Renewable natural gas has its fair share of backers in Australia. For example, Australian utility company Jemena is one such champion. In 2020, it said that the fuel could help offer “affordability, reliability and sustainability” in the country’s energy market.

Jemena’s subsidiary Evoenergy has also pointed to the potential of renewable natural gas. It refers to the fuel as biomethane. The company owns the gas network in Australia’s capital. Consequently, Evoenergy believes that it may be able to use these pipes to supply buildings with either biomethane or green hydrogen. Therefore, the utility argues that it should not yet abandon its gas infrastructure.

The renewable natural gas industry could provide 250,000 jobs in Australia, say the fuel’s advocates. These would mostly be in regional areas. For example, Australia’s first major renewable natural gas trial project is underway in northern Victoria. It is set to cost AUD $2 billion.

The amount of money tied up in this project shows that Australia is serious about developing its renewable natural gas industry. Therefore, it is worth examining what exactly this fuel is and whether it has a part to play in reducing Australia’s emissions.

What is renewable natural gas (RNG)?

The fossil fuel industry extracts natural gas from deep underground. This gas is almost pure methane. This is also the case for renewable natural gas (RNG). However, RNG producers have a different way to obtain this methane. They can create natural gas from biomass, such as food waste. Likewise, producers can create RNG with captured carbon dioxide and electricity. Therefore, this natural gas is not a fossil fuel product. That is why natural gas from underground is also now sometimes referred to as fossil natural gas.

Let us look at these two types of renewable natural gas more closely.

Biogenic methane

Organic materials are the traditional methane source used to make RNG. Bacteria digest these materials in manure, landfills and wastewater, for instance. Then, they release methane along with some other substances. Scientists call this biogenic methane.

Wastewater treatment plants, landfills and farms can capture this gas. In fact, in the US, such industries have used it as an energy source for decades. Industries call this energy biogas or biofuel. Some companies then treat this biogas so that it becomes pure methane. Thus, they turn biogas into biomethane – otherwise known as renewable natural gas.


There is potentially a much larger source of renewable natural gas. RNG backers call this power-to-gas. However, this type of RNG is not yet an established industry. Instead, companies have started trials to create methane from carbon dioxide using electricity. Only when they use renewable electricity to do this can this methane be considered renewable natural gas.

What do we use renewable natural gas for?

Advocates argue that renewable natural gas could replace fossil natural gas. For example, people can use it as fuel to heat their homes. Alternatively, manufacturers could use it for industrial applications. Already, wastewater facilities in the US burn RNG in a generator to supply heat and power to their facility.

RNG could also replace other fossil fuels. For example, in the US, trucks often run on diesel. Instead, RNG could fuel these heavy-duty vehicles.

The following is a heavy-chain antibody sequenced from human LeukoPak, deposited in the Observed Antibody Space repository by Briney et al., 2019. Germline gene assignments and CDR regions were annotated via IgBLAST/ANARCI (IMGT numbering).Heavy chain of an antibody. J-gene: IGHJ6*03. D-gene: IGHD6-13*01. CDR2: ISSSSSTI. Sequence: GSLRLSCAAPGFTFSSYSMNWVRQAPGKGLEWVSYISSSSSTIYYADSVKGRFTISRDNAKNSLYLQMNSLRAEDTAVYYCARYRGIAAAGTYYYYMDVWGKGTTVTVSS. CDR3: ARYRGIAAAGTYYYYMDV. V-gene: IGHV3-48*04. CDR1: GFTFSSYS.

Europe leads the world

Europe has taken the global lead on such uses. In 2015, heat generation accounted for nearly half of the continent’s biogas use. European Union countries also used RNG in the natural gas grid to create electricity and as a vehicle fuel.

The continent’s use of renewable natural gas is continuing to rise. That is because from 2018 to 2020, Europe’s RNG industry grew another 51 per cent.

Australia’s RNG use

On the other hand, Australia does not yet make wide use of renewable natural gas. However, the RNG project in northern Victoria is now turning waste from corn crops into electricity. This is taking place at a new facility at Katunga near Shepparton.

But, Australia already has abundant supplies of fossil natural gas. So, why would the country pour money into a new fuel to replace it? Australia does this because fossil natural gas is not compatible with a climate-friendly future.

Natural gas: The methane problem

Fossil natural gas is mainly made of methane. The problem is that methane is a powerful greenhouse gas. For example, it retains much more heat in the atmosphere than carbon dioxide over a short period. In concrete terms, methane is 84 to 86 times more powerful than carbon dioxide over 20 years.

Australia’s methane emissions

Methane emissions from agriculture have fallen in Australia. On the other hand, methane emissions from fossil fuels have risen. That is partly due to the expansion of Australia’s natural gas industry. That is because this industry leaks a lot of methane into the air. For example, this can happen when companies transport gas. Therefore, these types of leaks have more than doubled in Australia since 2013.

The methane effect

Scientists have also become more worried about methane recently. That is because they have found that it has a stronger greenhouse effect than previously thought. Consequently, this has forced governments to change their estimations of the effect of their country’s emissions. For instance, Australia added an extra 272.5 million tonnes of emissions to an estimate of its 2000 to 2020 emissions.

To help avoid more emissions, Australia could turn to renewable natural gas. That is the opinion of the Australian Renewable Energy Agency (ARENA). Let us examine if that assumption is correct.

Can renewable natural gas reduce greenhouse gas emissions?

Like fossil natural gas, RNG is mainly made of methane. However, it is possible for RNG from waste materials to cut greenhouse gas emissions. The World Resources Institute (WRI) provides two conditions for this. First, this gas must come from actual waste, instead of plants grown specifically to produce fuel, for example. Secondly, the production and use of the gas must not lead to more methane emissions.

Let us consider this first condition.

Is biogenic methane climate-friendly?